Into the Mental Basement
- Natural Reflections: Human Cognition at the Nexus of Science and Religion by Barbara Herrnstein Smith
Yale, 201 pp, £25.00, March 2010, ISBN 978 0 300 14034 7
Those who offer scientific explanations of the pervasiveness of religion in human life are usually not religious themselves, and their explanations are not intended to be compatible with the self-understanding of those who are. Even if scientific explanations predict the persistence of religion, they tend to undermine any claim to the truth of religious beliefs. They are essentially explanations of religion from the outside, and are thought to override explanations from inside a religious point of view.
Vol. 32 No. 17 · 9 September 2010
From Barbara Herrnstein Smith
Thomas Nagel, in his review of my book Natural Reflections, mistakenly infers that I do not ‘believe in’ a ‘reality that exists largely independent of our convictions’ (LRB, 19 August). The major ontological implication of my view of cognition, however, is not that there is no independent reality but, rather, that the specific features of what we interact with as what we come to name ‘reality’ (or, in other idioms, ‘Nature’, ‘the world’, or ‘the environment’) are not prior to and independent of those interactions but emerge and acquire their specificity through them. There is, then, no ‘problem of incoherence’, as Nagel thinks likely, in my reference to a creature’s effective interactions with its environment. For ‘environment’ in such a reference is not, as he argues (or wonders: his phrasing is circumspect), unavoidably understood ‘as something real in a sense more independent than constructivism allows’. It is understood as something real in just the complex sense that constructivism tries to elucidate.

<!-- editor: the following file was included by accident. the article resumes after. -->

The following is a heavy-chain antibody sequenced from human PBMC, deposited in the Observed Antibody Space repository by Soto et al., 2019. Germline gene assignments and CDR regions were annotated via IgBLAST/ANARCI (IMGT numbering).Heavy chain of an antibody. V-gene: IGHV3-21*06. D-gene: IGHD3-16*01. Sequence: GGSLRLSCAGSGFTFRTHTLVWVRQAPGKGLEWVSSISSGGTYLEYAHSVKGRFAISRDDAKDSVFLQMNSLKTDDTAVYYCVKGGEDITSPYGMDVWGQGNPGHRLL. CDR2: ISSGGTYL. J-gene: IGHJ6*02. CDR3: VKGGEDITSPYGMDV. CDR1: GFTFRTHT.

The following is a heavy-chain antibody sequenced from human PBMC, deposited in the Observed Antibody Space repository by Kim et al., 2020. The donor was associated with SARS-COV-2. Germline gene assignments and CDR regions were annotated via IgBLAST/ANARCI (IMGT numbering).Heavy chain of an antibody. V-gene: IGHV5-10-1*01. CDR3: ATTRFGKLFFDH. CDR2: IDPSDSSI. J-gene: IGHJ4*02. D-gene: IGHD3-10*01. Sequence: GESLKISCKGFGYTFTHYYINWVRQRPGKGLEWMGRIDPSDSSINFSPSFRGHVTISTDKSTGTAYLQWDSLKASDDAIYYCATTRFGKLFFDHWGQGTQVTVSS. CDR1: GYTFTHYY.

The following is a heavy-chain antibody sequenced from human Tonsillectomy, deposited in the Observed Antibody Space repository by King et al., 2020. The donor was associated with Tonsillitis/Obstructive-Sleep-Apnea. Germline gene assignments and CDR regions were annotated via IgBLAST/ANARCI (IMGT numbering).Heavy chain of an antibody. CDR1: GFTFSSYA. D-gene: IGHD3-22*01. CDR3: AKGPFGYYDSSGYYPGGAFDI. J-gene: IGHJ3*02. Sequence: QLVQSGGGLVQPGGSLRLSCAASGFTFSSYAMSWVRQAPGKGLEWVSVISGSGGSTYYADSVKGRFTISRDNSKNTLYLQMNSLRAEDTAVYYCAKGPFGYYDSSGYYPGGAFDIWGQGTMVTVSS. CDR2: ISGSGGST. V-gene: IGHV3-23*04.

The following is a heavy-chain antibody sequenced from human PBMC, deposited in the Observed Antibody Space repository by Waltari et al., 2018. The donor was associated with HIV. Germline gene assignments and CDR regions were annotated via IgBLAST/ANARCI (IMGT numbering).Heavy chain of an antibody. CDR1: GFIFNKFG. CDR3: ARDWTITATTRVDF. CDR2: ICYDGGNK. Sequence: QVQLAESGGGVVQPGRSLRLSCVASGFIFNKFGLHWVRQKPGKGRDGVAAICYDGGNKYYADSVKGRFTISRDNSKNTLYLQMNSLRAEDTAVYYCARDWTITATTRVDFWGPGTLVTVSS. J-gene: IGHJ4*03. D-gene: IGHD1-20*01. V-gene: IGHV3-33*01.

Contrary to Nagel’s report, I do not claim that ‘scientists who think they are investigating objective reality are deluded.’ I speak in the book neither of delusions nor enlightenments, scientific or religious; I do not frame my own accounts in terms of what things are really like ‘at bottom’. Nagel argues that, because scientists ‘usually assume that … science investigates a reality that would exist even if there were no science’ and theologians ‘believe that religion too, or at least some religion, is … at least in part a way of understanding how things really are’, ‘it will not be easy to persuade them that there is no more need for reconciliation between science and religion than between playing the violin and practising law.’ He misses my point here and misstates the analogy I use to illustrate it. To be sure, insofar as science and religion are both seen as bodies of propositions about ‘how things really are’, efforts to reconcile them are inevitably severely strained. I make just that point in the book. But what I argue in the passage quoted is that neither science nor religion is reducible to a body of propositions or credos (sciences are also, among other things, investigations and technologies; religions are also, among other things, practices and identities) and, therefore, that though contradictory as logically assessed, they need not be in conflict in people’s lives and experiences. ‘For many people,’ I write, ‘accepting, applying, and/or producing scientific knowledge and being religiously observant are no more in conflict than would be, for any of us, both playing the violin and practising law.’
Barbara Herrnstein Smith
Chapel Hill, North Carolina